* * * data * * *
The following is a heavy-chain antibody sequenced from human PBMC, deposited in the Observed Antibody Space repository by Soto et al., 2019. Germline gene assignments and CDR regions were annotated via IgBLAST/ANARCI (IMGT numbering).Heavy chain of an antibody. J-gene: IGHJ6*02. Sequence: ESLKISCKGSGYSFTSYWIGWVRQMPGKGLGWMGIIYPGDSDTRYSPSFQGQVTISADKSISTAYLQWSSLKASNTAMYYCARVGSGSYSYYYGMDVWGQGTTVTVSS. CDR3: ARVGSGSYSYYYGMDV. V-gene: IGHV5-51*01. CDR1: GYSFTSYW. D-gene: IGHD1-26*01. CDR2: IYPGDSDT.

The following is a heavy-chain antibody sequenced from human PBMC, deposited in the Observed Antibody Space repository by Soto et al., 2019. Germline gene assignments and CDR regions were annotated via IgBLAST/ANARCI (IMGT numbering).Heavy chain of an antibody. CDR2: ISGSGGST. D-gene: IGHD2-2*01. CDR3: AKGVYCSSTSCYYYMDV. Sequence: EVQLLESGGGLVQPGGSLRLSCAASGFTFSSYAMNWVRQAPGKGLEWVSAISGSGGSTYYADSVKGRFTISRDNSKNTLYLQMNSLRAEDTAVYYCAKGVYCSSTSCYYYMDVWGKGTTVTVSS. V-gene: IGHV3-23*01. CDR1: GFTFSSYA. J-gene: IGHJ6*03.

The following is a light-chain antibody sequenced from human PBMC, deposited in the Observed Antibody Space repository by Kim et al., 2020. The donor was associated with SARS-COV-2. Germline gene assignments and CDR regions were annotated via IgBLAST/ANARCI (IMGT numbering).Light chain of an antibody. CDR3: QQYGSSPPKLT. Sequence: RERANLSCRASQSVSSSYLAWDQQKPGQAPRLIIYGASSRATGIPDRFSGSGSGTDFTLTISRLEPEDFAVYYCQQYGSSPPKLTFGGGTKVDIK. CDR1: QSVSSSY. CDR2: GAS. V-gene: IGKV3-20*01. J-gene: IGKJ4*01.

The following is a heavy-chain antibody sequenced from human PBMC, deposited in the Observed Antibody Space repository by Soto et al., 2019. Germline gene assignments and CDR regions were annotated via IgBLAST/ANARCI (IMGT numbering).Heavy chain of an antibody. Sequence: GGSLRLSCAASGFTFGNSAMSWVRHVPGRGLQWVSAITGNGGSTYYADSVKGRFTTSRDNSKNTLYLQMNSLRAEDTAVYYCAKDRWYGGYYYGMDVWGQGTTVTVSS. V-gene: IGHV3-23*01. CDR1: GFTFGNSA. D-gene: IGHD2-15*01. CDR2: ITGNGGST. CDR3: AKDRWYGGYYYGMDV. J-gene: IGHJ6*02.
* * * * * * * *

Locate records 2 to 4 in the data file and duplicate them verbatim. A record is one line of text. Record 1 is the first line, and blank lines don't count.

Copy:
The following is a heavy-chain antibody sequenced from human PBMC, deposited in the Observed Antibody Space repository by Soto et al., 2019. Germline gene assignments and CDR regions were annotated via IgBLAST/ANARCI (IMGT numbering).Heavy chain of an antibody. CDR2: ISGSGGST. D-gene: IGHD2-2*01. CDR3: AKGVYCSSTSCYYYMDV. Sequence: EVQLLESGGGLVQPGGSLRLSCAASGFTFSSYAMNWVRQAPGKGLEWVSAISGSGGSTYYADSVKGRFTISRDNSKNTLYLQMNSLRAEDTAVYYCAKGVYCSSTSCYYYMDVWGKGTTVTVSS. V-gene: IGHV3-23*01. CDR1: GFTFSSYA. J-gene: IGHJ6*03.

The following is a light-chain antibody sequenced from human PBMC, deposited in the Observed Antibody Space repository by Kim et al., 2020. The donor was associated with SARS-COV-2. Germline gene assignments and CDR regions were annotated via IgBLAST/ANARCI (IMGT numbering).Light chain of an antibody. CDR3: QQYGSSPPKLT. Sequence: RERANLSCRASQSVSSSYLAWDQQKPGQAPRLIIYGASSRATGIPDRFSGSGSGTDFTLTISRLEPEDFAVYYCQQYGSSPPKLTFGGGTKVDIK. CDR1: QSVSSSY. CDR2: GAS. V-gene: IGKV3-20*01. J-gene: IGKJ4*01.

The following is a heavy-chain antibody sequenced from human PBMC, deposited in the Observed Antibody Space repository by Soto et al., 2019. Germline gene assignments and CDR regions were annotated via IgBLAST/ANARCI (IMGT numbering).Heavy chain of an antibody. Sequence: GGSLRLSCAASGFTFGNSAMSWVRHVPGRGLQWVSAITGNGGSTYYADSVKGRFTTSRDNSKNTLYLQMNSLRAEDTAVYYCAKDRWYGGYYYGMDVWGQGTTVTVSS. V-gene: IGHV3-23*01. CDR1: GFTFGNSA. D-gene: IGHD2-15*01. CDR2: ITGNGGST. CDR3: AKDRWYGGYYYGMDV. J-gene: IGHJ6*02.